Increasing speculation and reports indicate that Amazon may well be piloting its own air freight transportation services to accommodate needs for timely customer fulfillment.
Supply Chain Matters introduced the possibility of parcel delivery alternatives in our earlier September-October commentaries reflecting on the implications of parcel carriers FedEx and UPS again increasing rates and surcharges for both this year and for 2016.
An initial report of Amazon’s involvement in secretive air freight services came from a posting by Motherboard which referred to operation “Aerosmith” launched in September from an unknown corporation and run by Ohio-based aviation services provider Air Transport Services Group (ATSG). The report indicated that the unnamed company had leased four Boeing 767 air freight aircraft and was operating out of the Wilmington Air Park near Columbus Ohio, a former DHL air freight hub. According to the Motherboard commentary: “the airport has two large runways that can land aircraft as large as a 747, and hosts eight industrial facilities ranging from 74,000 square feet to 1.1 million square feet. An on-site administrative facility has 104,000 square feet of office space.”
Parcel carriers DHL, FedEx and UPS all denied to Motherboard that they were involved in “Aerosmith”.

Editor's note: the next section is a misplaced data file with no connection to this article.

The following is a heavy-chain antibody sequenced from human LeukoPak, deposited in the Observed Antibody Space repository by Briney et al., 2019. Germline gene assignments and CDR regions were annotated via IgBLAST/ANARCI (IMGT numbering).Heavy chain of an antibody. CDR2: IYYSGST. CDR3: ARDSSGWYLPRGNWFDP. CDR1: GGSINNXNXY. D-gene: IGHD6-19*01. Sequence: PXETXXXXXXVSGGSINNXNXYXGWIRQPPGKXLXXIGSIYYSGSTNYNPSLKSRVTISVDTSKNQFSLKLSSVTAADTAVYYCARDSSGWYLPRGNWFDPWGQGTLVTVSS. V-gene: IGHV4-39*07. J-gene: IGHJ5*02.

Amazon provided the following statement to the online site: “We’ve long utilized air capacity through a variety of great partners to transport packages and we expect that to continue.” That statement was interpreted as not denying that the online e-tailer could be the unnamed ATSG customer.
The report was subsequently echoed by Business Insider and most recently, a published report from the Columbus Dispatch. Amazon founder and CEO Jeff Bezos is also an investor in Business Insider, and the fact that this online publisher echoed the Motherboard report without denial is an important data point. The latter Dispatch posting provides even more perspective by pointing out that in the past few months, Amazon has announced capital projects across Ohio amounting to more than $1 billion in capital investment. That includes two large-scale distribution centers in central Ohio, a wind farm in northwestern Ohio and three data centers in central Ohio. The global retailer already has existing customer fulfillment centers in Louisville Kentucky and Indianapolis Indiana, both of which are about a 3 hour drive from the Wilmington Air Park air freight facility.